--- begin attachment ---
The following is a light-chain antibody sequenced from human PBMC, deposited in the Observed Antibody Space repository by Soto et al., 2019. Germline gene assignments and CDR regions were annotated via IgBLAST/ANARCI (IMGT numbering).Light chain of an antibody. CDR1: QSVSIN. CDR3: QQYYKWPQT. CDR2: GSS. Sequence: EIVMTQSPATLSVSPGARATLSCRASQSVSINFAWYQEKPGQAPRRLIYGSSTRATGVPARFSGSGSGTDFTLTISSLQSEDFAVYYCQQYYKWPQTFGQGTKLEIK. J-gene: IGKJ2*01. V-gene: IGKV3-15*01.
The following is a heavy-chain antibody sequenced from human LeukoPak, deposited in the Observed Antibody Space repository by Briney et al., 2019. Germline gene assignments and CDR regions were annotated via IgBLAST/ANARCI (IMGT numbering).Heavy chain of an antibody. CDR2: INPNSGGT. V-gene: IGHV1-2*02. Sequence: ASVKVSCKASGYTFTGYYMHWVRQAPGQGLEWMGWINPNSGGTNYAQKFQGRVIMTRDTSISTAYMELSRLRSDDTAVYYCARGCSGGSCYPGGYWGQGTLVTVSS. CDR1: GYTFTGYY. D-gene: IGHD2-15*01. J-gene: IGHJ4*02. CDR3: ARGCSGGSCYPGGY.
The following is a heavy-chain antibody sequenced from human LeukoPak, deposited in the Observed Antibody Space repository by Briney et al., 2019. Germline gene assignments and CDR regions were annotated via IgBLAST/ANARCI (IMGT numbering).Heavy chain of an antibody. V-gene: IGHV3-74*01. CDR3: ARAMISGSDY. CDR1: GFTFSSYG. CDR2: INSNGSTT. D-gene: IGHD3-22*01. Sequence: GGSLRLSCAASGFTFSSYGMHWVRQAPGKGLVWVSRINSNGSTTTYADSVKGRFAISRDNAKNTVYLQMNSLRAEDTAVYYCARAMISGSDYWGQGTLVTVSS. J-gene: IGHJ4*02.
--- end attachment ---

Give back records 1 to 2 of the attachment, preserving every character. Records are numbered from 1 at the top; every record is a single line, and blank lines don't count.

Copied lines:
The following is a light-chain antibody sequenced from human PBMC, deposited in the Observed Antibody Space repository by Soto et al., 2019. Germline gene assignments and CDR regions were annotated via IgBLAST/ANARCI (IMGT numbering).Light chain of an antibody. CDR1: QSVSIN. CDR3: QQYYKWPQT. CDR2: GSS. Sequence: EIVMTQSPATLSVSPGARATLSCRASQSVSINFAWYQEKPGQAPRRLIYGSSTRATGVPARFSGSGSGTDFTLTISSLQSEDFAVYYCQQYYKWPQTFGQGTKLEIK. J-gene: IGKJ2*01. V-gene: IGKV3-15*01.
The following is a heavy-chain antibody sequenced from human LeukoPak, deposited in the Observed Antibody Space repository by Briney et al., 2019. Germline gene assignments and CDR regions were annotated via IgBLAST/ANARCI (IMGT numbering).Heavy chain of an antibody. CDR2: INPNSGGT. V-gene: IGHV1-2*02. Sequence: ASVKVSCKASGYTFTGYYMHWVRQAPGQGLEWMGWINPNSGGTNYAQKFQGRVIMTRDTSISTAYMELSRLRSDDTAVYYCARGCSGGSCYPGGYWGQGTLVTVSS. CDR1: GYTFTGYY. D-gene: IGHD2-15*01. J-gene: IGHJ4*02. CDR3: ARGCSGGSCYPGGY.